See new attached drawing (amended for the last time, I promise :))

    Thanks Again
     
  9. SgtWookie

    Expert

    Jul 17, 2007
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    Sorry, I wasn't ignoring you - I didn't see that the thread had been updated, and it's been a busy day!

    OK, it looks good so far - BUT, I do not see current limiting resistors for your LEDs. If they are designed to run from a 12v supply, then you are OK. If not, you will need current limiting resistors in series with the LEDs. You will need to know the Vf (forward voltage) of the LEDs and their current rating.
    To calculate the resistors:
    Rlimit = (SupplyVoltage - VfLED) / LEDCurrentRating
    For example, your supply voltage is 12, and let's say for the moment that your LEDs run on 2.3 volts at 25mA (plug in your numbers to the formula below):
    Rlimit = (12 - 2.3) / 25mA
    Rlimit = 9.7 / 0.025
    Rlimit = 388 Ohms
    Use a resistor that is not less than the result.

    The shorter LED lead is the cathode; this goes to the more negative of the supply.

    Something else - now that you are using semiconductors in the circuit, you must add "snubber" diodes across both the motor and the relay coil to take care of the reverse EMF when the circuits to the inductive loads are opened up. These can be even an old-fashioned 1N4001 through 1N4007 1A rectifier diode that you can pick up at a Radio Shack; they have an assortment for a couple of bucks.

    You connect the snubber diodes so that the cathode (the end with the band) is connected to the positive lead side, and the anode (the band-less end) is on the more negative side. If you omit the snubber diodes, you will let the smoke out of your poor little LEDs.
     
  10. gturnbull

    Thread Starter Active Member

    Jun 19, 2008
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    I did not think you were ignoring me, I know how busy these boards can be, and posts can be easily missed :)

    The are actually indicator lamps, not LED's (sorry me using the incorrect terminology) they are designed to run on 12v dc, so I should not need to do anything further? is that correct.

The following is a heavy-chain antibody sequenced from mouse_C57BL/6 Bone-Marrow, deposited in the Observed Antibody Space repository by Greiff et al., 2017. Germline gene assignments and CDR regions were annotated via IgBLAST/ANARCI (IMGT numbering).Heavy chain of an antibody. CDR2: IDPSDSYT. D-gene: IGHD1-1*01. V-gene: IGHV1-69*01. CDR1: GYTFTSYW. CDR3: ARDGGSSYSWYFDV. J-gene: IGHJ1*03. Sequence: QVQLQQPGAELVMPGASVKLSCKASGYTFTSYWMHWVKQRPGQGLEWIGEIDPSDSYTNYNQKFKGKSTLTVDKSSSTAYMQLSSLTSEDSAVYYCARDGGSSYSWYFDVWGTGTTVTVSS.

Wiring it up according and the float switch should have a very small amount of amps running through it, do you know how many amps it will have? Can you tell me how to calculate it, for future reference.

    Again Thanks
     
  11. SgtWookie

    Expert

    Jul 17, 2007
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    OK. If they are incandescent, you might get away without the snubber diodes, but your bulb life will likely be shorter. The reverse EMF can be quite high.

    With the float switch open, your current will be just that consumed by the Power On indicator lamp. If the lamps have a wattage rating, then Current = Watts/Voltage.
    When the float switch closes, you will need to add in the current of the relay's coil, the 2nd lamp, and the 1.5A that the motor draws.
     
  12. gturnbull

    Thread Starter Active Member

    Jun 19, 2008
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    This is what I am trying to get around as the float swith is only rated at 1.0A,and possibly weld closed due to the high amperage, I assumed that the float swith would receive very low amperage as it is only closing the coil, would I need a completely different power source to do that, ie a source for the pump and a different source for the float switch to operate the coil
     
  13. SgtWookie

    Expert

    Jul 17, 2007
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    No, the only load the float switch will see in this configuration is the current through the relay's coil.

    The "RUN" bulb and motor current come straight from the power supply via the relay. The "Power ON" bulb is powered directly by your supply.
     
  14. gturnbull

    Thread Starter Active Member

    Jun 19, 2008
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    Right got it now :rolleyes: I mis-read your other post :)

    Many thanks for your help on this, you have been great, I doubt I will be able to return the favour, so all I can do is say, THANKS
     
  15. SgtWookie

    Expert

    Jul 17, 2007
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    When the float switch closes and the pump turns on, you'll know that it's time to buy a beer for a Vet. ;) That's all I ask.

    Have a great weekend.